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Project Details

Provo City Center Temple

Location: Provo, UT
Completion Date: 2015
Size: 466,605 sqft.
Market Sector: Religious

Project Team

Owner: Corporation of the Presiding Bishop of the Church of Jesus Christ of Latter Day Saints
Architect: FFKR Architects
Contractor: Jacobsen Construction

Product Info

Waterproofing Size: 466,605 sqft.

Award Winning

Awards Won: 2017 NRCA Gold Circle Award

Additional Details

Since 1898, the Provo Tabernacle has served as a proud community landmark to the residents and visitors of downtown Provo, Utah. The building was gutted by fire in December 2010, with significant damage to the interior walls and foundation. Owners the Church of Jesus Christ of Latter-day Saints contemplated the future of the building before announcing plans to maintain external shell and perform full renovation and upgrade in October 2011. This renovation was to include the addition of a basement level 40 feet below a more than 100-year-old existing foundation.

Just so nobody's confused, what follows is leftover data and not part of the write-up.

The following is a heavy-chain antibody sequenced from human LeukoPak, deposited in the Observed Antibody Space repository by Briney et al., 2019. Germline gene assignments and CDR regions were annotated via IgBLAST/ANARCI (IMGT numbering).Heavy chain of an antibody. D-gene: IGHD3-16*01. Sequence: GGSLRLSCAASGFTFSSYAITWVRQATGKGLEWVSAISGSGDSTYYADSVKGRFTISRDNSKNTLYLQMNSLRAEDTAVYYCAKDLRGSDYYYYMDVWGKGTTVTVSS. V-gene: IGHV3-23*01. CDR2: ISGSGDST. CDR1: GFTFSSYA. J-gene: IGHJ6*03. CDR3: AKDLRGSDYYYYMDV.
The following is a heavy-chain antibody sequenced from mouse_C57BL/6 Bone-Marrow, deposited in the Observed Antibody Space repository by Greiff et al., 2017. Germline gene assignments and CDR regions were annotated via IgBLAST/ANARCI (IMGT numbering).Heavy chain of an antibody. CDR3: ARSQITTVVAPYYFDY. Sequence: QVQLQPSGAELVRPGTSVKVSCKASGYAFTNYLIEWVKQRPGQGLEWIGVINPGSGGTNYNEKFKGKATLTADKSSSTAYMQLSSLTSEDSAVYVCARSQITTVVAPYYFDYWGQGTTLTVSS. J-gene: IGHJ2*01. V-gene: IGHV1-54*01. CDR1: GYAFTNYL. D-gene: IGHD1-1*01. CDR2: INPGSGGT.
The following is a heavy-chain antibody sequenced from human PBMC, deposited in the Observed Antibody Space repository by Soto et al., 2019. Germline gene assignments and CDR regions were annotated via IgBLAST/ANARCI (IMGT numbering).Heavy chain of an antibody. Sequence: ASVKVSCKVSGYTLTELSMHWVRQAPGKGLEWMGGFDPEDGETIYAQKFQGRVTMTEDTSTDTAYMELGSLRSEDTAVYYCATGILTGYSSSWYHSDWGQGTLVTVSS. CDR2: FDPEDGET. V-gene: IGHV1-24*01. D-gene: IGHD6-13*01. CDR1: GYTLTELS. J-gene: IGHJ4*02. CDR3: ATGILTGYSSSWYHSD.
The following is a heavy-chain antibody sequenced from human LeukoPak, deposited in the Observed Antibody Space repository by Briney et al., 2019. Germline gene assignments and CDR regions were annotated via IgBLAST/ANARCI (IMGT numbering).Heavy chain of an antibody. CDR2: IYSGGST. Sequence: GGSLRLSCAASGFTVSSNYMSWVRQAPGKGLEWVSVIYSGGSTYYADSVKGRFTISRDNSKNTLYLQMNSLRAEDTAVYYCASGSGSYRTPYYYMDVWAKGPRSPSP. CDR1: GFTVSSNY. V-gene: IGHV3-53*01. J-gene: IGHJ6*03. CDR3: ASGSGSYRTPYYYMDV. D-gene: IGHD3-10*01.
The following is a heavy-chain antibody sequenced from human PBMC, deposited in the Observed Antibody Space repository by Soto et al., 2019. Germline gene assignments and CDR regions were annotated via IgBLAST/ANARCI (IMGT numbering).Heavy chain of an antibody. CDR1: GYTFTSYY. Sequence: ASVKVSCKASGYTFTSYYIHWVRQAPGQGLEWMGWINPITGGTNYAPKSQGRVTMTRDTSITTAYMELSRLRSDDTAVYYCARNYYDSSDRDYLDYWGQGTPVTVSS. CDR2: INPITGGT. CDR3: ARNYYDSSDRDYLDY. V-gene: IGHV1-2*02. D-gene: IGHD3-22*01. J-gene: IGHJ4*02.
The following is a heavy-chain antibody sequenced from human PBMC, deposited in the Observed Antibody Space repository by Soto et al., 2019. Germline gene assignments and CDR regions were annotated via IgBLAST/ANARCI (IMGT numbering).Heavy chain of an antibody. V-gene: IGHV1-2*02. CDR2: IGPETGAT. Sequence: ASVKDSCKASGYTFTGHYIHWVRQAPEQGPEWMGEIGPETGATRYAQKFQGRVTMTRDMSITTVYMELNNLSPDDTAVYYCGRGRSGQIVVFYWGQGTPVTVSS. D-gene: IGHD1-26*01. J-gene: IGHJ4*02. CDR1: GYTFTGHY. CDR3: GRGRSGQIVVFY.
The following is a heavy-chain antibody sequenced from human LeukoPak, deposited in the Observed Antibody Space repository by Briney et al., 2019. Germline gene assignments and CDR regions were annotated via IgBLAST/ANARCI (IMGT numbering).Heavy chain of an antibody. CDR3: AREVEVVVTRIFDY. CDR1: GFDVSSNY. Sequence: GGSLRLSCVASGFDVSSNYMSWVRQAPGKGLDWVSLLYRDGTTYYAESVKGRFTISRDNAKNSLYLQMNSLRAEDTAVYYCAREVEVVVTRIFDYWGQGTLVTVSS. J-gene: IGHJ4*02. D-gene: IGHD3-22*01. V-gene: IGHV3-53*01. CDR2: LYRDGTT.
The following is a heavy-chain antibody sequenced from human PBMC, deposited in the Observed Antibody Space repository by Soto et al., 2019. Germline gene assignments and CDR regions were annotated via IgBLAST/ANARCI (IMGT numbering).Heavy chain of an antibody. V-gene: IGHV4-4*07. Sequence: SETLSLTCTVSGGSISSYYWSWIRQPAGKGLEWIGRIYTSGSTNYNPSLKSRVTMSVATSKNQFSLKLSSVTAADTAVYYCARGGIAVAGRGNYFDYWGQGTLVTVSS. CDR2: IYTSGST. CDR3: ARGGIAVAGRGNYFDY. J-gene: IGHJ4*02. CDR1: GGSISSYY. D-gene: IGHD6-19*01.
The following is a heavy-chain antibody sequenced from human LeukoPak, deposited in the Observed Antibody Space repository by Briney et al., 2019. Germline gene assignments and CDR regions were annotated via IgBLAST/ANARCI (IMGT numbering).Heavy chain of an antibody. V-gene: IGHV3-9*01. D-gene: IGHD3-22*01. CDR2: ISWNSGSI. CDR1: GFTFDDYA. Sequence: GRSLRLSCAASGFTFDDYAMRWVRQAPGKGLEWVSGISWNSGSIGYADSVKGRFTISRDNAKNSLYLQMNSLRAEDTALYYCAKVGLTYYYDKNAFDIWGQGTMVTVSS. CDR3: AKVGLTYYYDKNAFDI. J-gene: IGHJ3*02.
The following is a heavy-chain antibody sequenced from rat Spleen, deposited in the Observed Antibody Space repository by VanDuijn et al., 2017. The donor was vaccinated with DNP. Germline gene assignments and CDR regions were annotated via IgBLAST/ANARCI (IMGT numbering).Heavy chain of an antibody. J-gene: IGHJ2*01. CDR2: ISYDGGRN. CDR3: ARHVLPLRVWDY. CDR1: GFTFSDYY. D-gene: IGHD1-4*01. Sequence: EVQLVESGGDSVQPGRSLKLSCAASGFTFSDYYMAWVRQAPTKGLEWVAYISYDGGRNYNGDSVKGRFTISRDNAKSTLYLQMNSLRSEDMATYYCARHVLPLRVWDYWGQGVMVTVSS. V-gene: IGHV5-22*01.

This extensive project involved excavating the soil underneath the existing foundation to create a below-grade basement and new foundation upon which a nearly seven million pound building would be replaced and reconstructed. Teams of engineers, architects and contractors banded together to bring this miraculous vision to reality over the last few years. The building structure was lifted up and placed on steel stilts while water, soil, debris and slabs were removed below grade.

Engineers selected to install more than 793,000 pounds of American Hydrotech's MM6125 across the floor and side walls to protect the new 466,000 square foot space of the new basement and all of its historical archives from below grade water. Complete with cement, root stop and pavers, the basement and foundation was deemed sound and waterproof without the need for any permanent dewatering pumps.

After more than five years of planning and construction, the new Provo Tabernacle opened its doors to the public in January 2016 and remains a special landmark to locals and temple-goers. The renovation itself will remain a remarkable feat to those who watched every stage of the project.

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